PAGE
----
Why Seton Hall will win: With four starters averaging at least 13 points, Seton Hall has the kind of balance that allows a team to weather an off night from one player. The Pirates play a physical game — they’re among the national leaders in blocked shots and rebounding — and their strengths play into N.C. State’s weakness.

Why N.C. State will win: The idea behind Wolfpack’s pressure defense is to force a fast pace and to grind down opponents. When it works, they force mistakes, especially later in games. Offensively, they shoot plenty of three-pointers — this means every starter, and includes 7-foot sophomore Omer Yurtseven, who presents a serious matchup difficulty.

No. 1 Villanova vs. No. 16 Radford 

East Region; 6:50 p.m. ET, TNT

Why Villanova will win: The Wildcats can shoot. They have the nation’s best offense at 87.1 points a game, thanks in large part to their ability to knock down threes. They average 11.3 of those per game, fourth in the nation. They shoot better than 50% from the field overall and nearly 40% from three and 77% from the free throw line. Junior guards Jalen Brunson (19.4 points per game) and Mikal Bridges (18 points per game) are stars.

Why Radford will win: No 16-seed has ever beaten a top seed, but the Highlanders have surprised all season so they figure: Why stop now? They were picked to finish seventh in the Big South, but they made the NCAA tournament by winning eight consecutive games, including three in the conference tournament and one in the First Four in Dayton against LIU-Brooklyn. And the Highlanders play good defense, giving up just 64.4 points per game, 16th in the nation.

No. 5 Kentucky vs. No. 12 Davidson

South Region; 7:10 p.m. ET, CBS

Why Kentucky will win: The Wildcats are young and inexperienced but way too talented to blow a game of this magnitude. Few teams in the country have an answer for 6-9 freshman forward Kevin Knox, who averages a team-best 15.6 points a game.

Why Davidson will win: They’re on a roll, and they’re they’re disciplined. The Wildcats run good half-court sets, which is part of why they managed to knock off top-seeded Rhode Island, another tournament team, in the A-10 conference tournament. Peyton Aldridge (21.7 ppg, 7.8 rpg) will be tough to slow.

No. 6 Houston vs. No. 11 San Diego State

West Region; 7:20 p.m. ET, TBS

Why Houston will win: Led by senior guard Rob Gray and a grinding defense, Houston beat Wichita State and lost by one to Cincinnati in the American Athletic Conference tournament final. Houston’s No. 18 RPI is a reflection of the Cougars’ strength. There’s also this: Houston has not lost consecutive games this season.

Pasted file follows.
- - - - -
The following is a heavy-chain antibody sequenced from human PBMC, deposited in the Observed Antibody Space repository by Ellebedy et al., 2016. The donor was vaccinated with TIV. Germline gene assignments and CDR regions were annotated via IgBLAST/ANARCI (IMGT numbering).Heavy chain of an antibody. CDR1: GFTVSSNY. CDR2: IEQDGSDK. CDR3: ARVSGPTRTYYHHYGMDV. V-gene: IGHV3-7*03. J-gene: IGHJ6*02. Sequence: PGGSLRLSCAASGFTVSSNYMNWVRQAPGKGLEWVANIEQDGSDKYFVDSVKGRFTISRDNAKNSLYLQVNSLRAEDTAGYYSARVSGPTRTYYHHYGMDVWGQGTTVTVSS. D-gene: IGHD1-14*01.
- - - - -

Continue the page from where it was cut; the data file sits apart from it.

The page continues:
Why San Diego State will win: The Aztecs are as hot as any team. They won three games in three days to earn the Mountain West’s automatic bid, and since guard Trey Kelly returned from injury last month, they’ve won nine in a row.

No. 3 Texas Tech vs. No. 14 Stephen F. Austin

East Region; 7:27 p.m. ET, truTV

Why Texas Tech will win: Coach Chris Beard and his Red Raiders are tournament ready after finishing second in the rugged Big 12.

Why Stephen F. Austin will win: The Lumberjacks always seem primed for postseason upsets, having knocked off Virginia Commonwealth in 2014 as a No. 12 seed and West Virginia in 2016 as a No. 14.

No. 8 Virginia Tech vs. No. 9 Alabama 

East Region; Approx. 9:20 p.m. ET, TNT

Why Virginia Tech will win: The Hokies boast an efficient offense. They make 50% of their shots from the field, eighth best in the nation. They make 39% of their three-point shots, which ranks 29th in the nation. They have four starters who average in double figures, led by junior guard Justin Robinson (13.8 points, 5.6 assists per game). The Hokies can beat anyone on their best day. The evidence: They won at Virginia, the tournament’s top overall seed.

Why Alabama will win: Freshman guard Collin Sexton is the linchpin of the Crimson Tide. He averages 19 points per game plus 3.6 assists per game. He attacks the basket and has a knack for finishing around the rim. Fellow freshman guard John Petty averages 10.1 points per game. The Tide don’t rebound well so it depends on 6-9 junior forward Donta Hall, who averages 10.9 points per game and 6.8 rebounds per game, plus more than two blocks per game.

No. 4 Arizona vs. No. 13 Buffalo

South Region; Approx. 9:40 p.m. ET, CBS

Why Arizona will win: Deandre Ayton. The Pac-12 player of the year is a monster in the paint at 7-1, 250, averaging 20.3 ppg and 11.5 rpg. He gets help on the perimeter from Allonzo Trier (18.4 ppg) and Rawle Alkins (13.4), and another 7-footer, senior center Dusan Ristic (12.1), helps on the inside.

Why Buffalo will win: They can score. The Bulls average 84.8 points per game, seventh best in in the country. They have four players who average 14 points or more, led by junior guard CJ Massinburg (16.9 ppg). If they get hot, they can play with anyone.

No. 3 Michigan vs. No. 14 Montana

West Region; Approx. 9:50 p.m. ET, TBS

Why Michigan will win: Winners of nine in a row, including the Big Ten tournament for the second consecutive season, the Wolverines are led by Mo Wagner’s inside-out game. But their strength is a fierce defense that allows only 63.5 points a game.

Why Montana will win: The Griz are in the NCAA tournament for the first time since 2013. But junior guard Ahmaad Rorie, a transfer from Oregon, leads a team that won the Big Sky’s regular-season and tournament titles. Montana is hot, having won six consecutive (with only two losses since late December).

No. 6 Florida vs. No. 11 St. Bonaventure

East Region; Approx. 9:57 p.m. ET, truTV

Why Florida will win: The Gators have the necessary experience after advancing to the Elite Eight last season, and their top guards, which each average double-figures in scoring, will be too hard for the Bonnies to contain.

Why St. Bonaventure will win: Notching their first tournament victory since 1970 with a win against UCLA in the First Four, the Bonnies will ride the momentum. Courtney Stockard, back from a recent hamstring injury, knows how to score.

Show Thumbnails
Show Captions

Let’s block ads! (Why?)

Source link

About us

Leverage agile frameworks to provide a robust synopsis for high level overviews. Iterative approaches to corporate strategy foster collaborative thinking to further the overall value proposition. Organically grow the holistic world view of disruptive innovation via workplace diversity and empowerment.